In a Macworld article, Jason Cross asks the timely question: Should Apple have its own search engine? I say “yes.”
“The company’s stance on privacy is at odds with the way the biggest search engines operate,” Jason writes. “Maybe there’s a better way.”
Read the complete article for his conclusions, but I think “Apple Search” is a great idea — though I’m dubious that Apple is willing to give up the billions of dollars Google pays the company to be the default search engine on its various devices.
In fact, a couple of years ago, Apple posted a listing to its Jobs at Apple page describing an engineering project manager position for “Apple Search.” Here’s Apple’s job summary (as it appeared at the time): “Apple seeks a technical, driven and creative program manager to manage backend operations projects for a search platform supporting hundreds of millions of users. Play a part in revolutionizing how people use their computers and mobile devices. Manage operational projects that support groundbreaking technology and the most scalable big-data systems in existence.”
In a 2013 Seeking Alpha article Kevin Fulton said he thought an Apple search engine would be the company’s “next big thing” (though, of course, five years later, this still hasn’t happened). He said that Apple has been bolstering its technology portfolio in preparation for the day when it becomes independent from Google.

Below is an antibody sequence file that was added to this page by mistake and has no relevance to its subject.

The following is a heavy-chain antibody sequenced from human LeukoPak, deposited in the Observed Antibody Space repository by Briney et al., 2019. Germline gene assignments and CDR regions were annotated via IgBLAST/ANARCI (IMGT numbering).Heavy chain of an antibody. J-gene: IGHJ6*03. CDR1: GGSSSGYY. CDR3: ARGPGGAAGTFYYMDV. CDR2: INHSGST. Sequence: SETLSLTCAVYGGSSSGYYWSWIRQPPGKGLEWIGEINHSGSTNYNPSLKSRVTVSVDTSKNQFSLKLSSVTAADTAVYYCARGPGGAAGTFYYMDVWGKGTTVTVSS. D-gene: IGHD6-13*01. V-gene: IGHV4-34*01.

Fulton said that, rather than competing directly with Google’s broad search capabilities, he thinks Apple will personalize its search offering.
“The search engine will use machine learning and restrict the information only to relevant sources that the user trusts,” he adds. “It will be location and circle of influence based. Apple will implement its personalized search ability across the iOS ecosystem by integrating the improved Siri into apps and having loadable native commands to run those apps by voice.”
I’m not convinced that we’ll see Apple Search. However, I’m not as sure as I once was that we won’t.
In May 2015, Apple confirmed the existence of its Applebot web crawler (which isn’t to be confused with either Ultron or Spider-man). A Web crawler is an Internet bot that browses the Web in a methodical, automated manner, typically for the purpose of Web indexing. Apple says that Applebot is used by Siri, its voice activated digital assistant, Spotlight suggestions, and its Safari search engine.
However, Mark Hibben — independent iOS developer who blogs about technology trends and companies (the focus of his investments) said in a Seeking Alpha op-ed that Apple may gradually develop a search capability to rival Google.
I’m not convinced that we’ll see Apple Search. However, I’m not as sure as I once was that we won’t. (BTW, the AppleBot cartoon accompanying this article is courtesy of Technewstoday.com.)